United Kingdom: Binge-drinkers ignore ‘unrealistic’ alcohol guidelines: 30-year-old official limits are deemed ‘irrelevant’ by Britons who drink to excess at weekends
Many Brits work hard all week and binge drink at weekends, says report
Drinkers find limits impractical and don’t even understand a unit of alcohol
Experts who drew up limits in 1987 admit they were ‘plucked out of the air’
Study comes as NHS prepares to review recommended safe drinking levels
Source: Daily Mail
By Ben Spencer
4 August 2015
Official alcohol guidelines are ignored by a generation of binge-drinkers because they are seen as unrealistic, experts warn today.
Many Britons work hard all week and then drink to excess at the weekend, making the 30-year-old ‘unit’ limits for safe levels of ‘regular drinking’ irrelevant, a landmark study claims.
Most drinkers do not even understand what a unit of alcohol is, and those who do regard the recommended maximum as impractical, the damning report says.
The analysis, by scientists at the UK Centre for Tobacco and Alcohol Studies, comes as the NHS prepares to review its recommended safe drinking levels.
The guidelines say men should drink no more than three to four units a day, equal to a pint of strong lager, and women should stop at two to three units, or one large glass of wine. But even the experts who drew them up in 1987 admit the limits were ‘plucked out of the air’.
Professor Dame Sally Davies, the Government’s chief medical officer, is expected to update the guidelines this year.
THE YOUNG PROFESSIONALS ADDICTED TO ALCOHOL: A FIFTH OF WORKERS NOW BELIEVE THEY HAVE A DRINKING PROBLEM
Many of us enjoy a chilled glass of wine or a cold beer after a hard day at work.
But while the majority of people believe their drinking habits are under control, one in five young professionals now considers themselves to have a problem with alcohol, a survey found.
A new poll laying bare the public’s attitudes to drinking found nearly half of young workers think it is acceptable to regularly get drunk on a night out, compared to a fifth of the general population.
It also revealed the risky effects of drinking, as young people admitted to forgetting how they got home, driving themselves home drunk or getting in a car with someone they knew was intoxicated.
But a report published today in the medical journal Addiction says a complete overhaul is needed, and suggests two sets of guidelines, following models used in Canada and Australia.
These have a total weekly limit, but also suggest the maximum that can be consumed safely in a single sitting.
The report’s authors, from the universities of Sheffield and Stirling, called for more flexible and realistic guidance recognising that people may want to drink more in a single sitting than just one or two drinks.
They added: ‘The guidelines were seen as irrelevant by drinkers whose drinking patterns comprised heavy weekend drinking. The guidelines were seen as unrealistic for those motivated to drink for intoxication, and participants measured alcohol intake in numbers of drinks or containers rather than units.’
The team interviewed 66 drinkers of all ages and social groups across England and Scotland, and found most people knew the guidelines existed, but saw them as being unrelated to their own drinking.
Study author Dr John Holmes, of Sheffield University’s Alcohol Research Group, said: ‘The guidelines are a poor fit.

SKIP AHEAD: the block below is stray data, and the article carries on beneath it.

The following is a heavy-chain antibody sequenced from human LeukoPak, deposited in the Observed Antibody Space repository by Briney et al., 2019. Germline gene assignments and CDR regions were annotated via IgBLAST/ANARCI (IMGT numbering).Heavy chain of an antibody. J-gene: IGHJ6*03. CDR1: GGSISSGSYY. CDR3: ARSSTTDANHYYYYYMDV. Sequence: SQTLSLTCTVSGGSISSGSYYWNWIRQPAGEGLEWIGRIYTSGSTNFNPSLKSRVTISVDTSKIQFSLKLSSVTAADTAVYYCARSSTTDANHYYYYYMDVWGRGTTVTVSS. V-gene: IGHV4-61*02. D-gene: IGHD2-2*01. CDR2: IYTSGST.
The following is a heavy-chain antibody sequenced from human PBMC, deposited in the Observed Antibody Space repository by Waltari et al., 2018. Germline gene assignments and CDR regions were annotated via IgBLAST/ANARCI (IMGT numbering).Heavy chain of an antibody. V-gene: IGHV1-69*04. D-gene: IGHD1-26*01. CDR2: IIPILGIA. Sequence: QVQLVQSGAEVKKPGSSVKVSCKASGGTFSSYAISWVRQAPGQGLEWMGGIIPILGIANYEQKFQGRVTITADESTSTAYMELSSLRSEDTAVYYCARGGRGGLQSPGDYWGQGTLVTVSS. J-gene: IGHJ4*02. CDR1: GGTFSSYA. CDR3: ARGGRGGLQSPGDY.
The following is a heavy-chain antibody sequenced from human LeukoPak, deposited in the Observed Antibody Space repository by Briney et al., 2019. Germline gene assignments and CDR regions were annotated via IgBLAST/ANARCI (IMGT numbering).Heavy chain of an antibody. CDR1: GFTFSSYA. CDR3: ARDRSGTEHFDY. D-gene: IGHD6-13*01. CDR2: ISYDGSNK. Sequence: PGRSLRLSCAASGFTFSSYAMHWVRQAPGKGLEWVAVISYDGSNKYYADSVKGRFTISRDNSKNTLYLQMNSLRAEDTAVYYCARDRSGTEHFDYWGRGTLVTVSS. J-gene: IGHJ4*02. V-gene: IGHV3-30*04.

‘You have to have some kind of guideline that recognises that if you are drinking infrequently, you might want to drink higher amounts.
‘They might say don’t drink more than 20 units a week, but on any single day, don’t drink more than eight units or ten units or something like that.’
BINGE DRINKING AS A TEENAGER CAN DAMAGE THE BRAIN FOR LIFE
Binge drinking as a teenager causes long-lasting changes to the regions of the brain that control learning and memory. A new study has shown that alcohol exposure during adolescence, before the brain is fully developed, can result in abnormalities that have enduring, detrimental effects on a person’s behaviour.
And scientists warn alcohol could also slow down emotional maturity. Dr Mary-Louise Risher, at Duke University, said: ‘In the eyes of the law, once people reach the age of 18, they are considered adult.
‘But the brain continues to mature and refine all the way into the mid 20s. ‘It’s important for young people to know that when they drink heavily during this period of development, there could be changes occurring that have a lasting impact on memory and other cognitive functions.’
He said that although most people ignore the official guidelines, they do monitor their drinking using a personal system – often because they want to avoid a hangover, rather than a fear of health consequences.
Alcohol units had failed to help people moderate their drinking, Dr Holmes said, adding: ‘We have had ten or 20 years of trying to educate people about units. Perhaps the units aren’t the best way to go.
‘If the guidelines turned out to be, say, 20 units a week, maybe the right way to communicate it is to say it is roughly ten pints of beer or two bottles of wine.’
Elaine Hindal, from the charity Drinkaware, said: ‘It’s not that most people don’t know the guidelines, it’s that they don’t know how to apply them to the drink in front of them.’
But Professor Sir Ian Gilmore, of the Alcohol Health Alliance, warned the Government not to ease the limits, adding: ‘Given the heavy drinking culture in this country, it is perhaps not surprising that many in this study did not engage well with public-health messages about the risks of alcohol.
‘We can’t water down the evidence about the harm to our society from alcohol just because it is unpalatable for individuals to hear it, but we can make the messages more relevant to different ages, patterns of drinking and life experiences.’
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